A portrait of a grey society where privacy is an unaffordable luxury, The Whistle Blower is a frightening—and absolutely first-rate—spy thriller. It focuses on Bob Jones (Nigel Havers), a Russian translator for the British government’s intelligence-gathering service, and his father, Frank (Michael Caine), a widower and Korean War veteran. Disillusioned with his job, Bob tells Frank early in the film that he would like to resign. He says that the British and Soviet secret services have become much the same thing, adding that “their secret world has put out the light of the ordinary world.” Frank, who has learned the value of hard-won financial security, begs his son to reconsider his position—particularly in view of a recent spy scandal that has rocked British intelligence. Later, Bob, under surveillance and close to reporting another and more serious scandal that he has discovered within the service, meets a conveniently accidental death. As the grief-stricken Frank becomes drawn into the intrigue, he begins to see the light of his own ordinary world dying.
Working like a time bomb, The Whistle Blower deftly builds suspense with a smart, complicated plot. Scriptwriter Julian Bond (The Shooting Par-
ty) has simplified John Hale’s Byzantine novel without ever losing its thrust or texture. And Simon Langton, who directed television’s Smiley's People-based on John le Carré’s novel of the same name—keeps the action clear and detailed as it moves from one astonishing disclosure to another. Frank’s investigation into his son’s death embraces a wide spectrum of British society: from the linchpin of the intrigue, a senior civil servant named Sir Adrian Chappie (Sir John Gielgud), to a lower-class, left-wing journalist, Bill Pickett (Kenneth Colley), who comes to Frank’s aid.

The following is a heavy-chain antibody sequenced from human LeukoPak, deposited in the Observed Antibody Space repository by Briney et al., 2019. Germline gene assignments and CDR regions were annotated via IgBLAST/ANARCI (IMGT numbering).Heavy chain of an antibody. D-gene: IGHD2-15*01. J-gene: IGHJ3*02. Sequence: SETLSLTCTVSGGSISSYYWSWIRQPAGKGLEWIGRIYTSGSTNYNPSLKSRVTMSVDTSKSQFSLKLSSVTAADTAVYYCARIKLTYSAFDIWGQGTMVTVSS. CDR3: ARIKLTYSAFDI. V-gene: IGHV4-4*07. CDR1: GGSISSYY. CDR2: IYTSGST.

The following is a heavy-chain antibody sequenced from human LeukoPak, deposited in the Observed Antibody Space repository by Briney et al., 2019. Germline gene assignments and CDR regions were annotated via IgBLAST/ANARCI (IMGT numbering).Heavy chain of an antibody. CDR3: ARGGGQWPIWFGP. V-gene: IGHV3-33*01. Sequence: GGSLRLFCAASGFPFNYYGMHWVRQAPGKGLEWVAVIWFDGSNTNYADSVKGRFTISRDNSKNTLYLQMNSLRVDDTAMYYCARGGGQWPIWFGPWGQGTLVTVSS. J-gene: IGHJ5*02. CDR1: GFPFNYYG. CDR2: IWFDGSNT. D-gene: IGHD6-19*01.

The Whistle Blower is graced with superb acting. As a simple, moral man whose faith in his country is seriously eroded, Caine gives one of the most compelling performances of his career. And Barry Foster, as his wartime friend who has advanced through the civil service but has shrunk as a human being, etches a memorable portrait of a successful careerist—and a pathetic man. James Fox and Gordon Jackson, as higher-ups within British intelligence, are appropriately officious and bitter. The Whistle Blower, whose tone recalls the forlorn and drab espionage universe of le Carré, paints the world as an overcast, terrifying place. Ultimately, it provides a chilling reminder of the limits of freedom in society.
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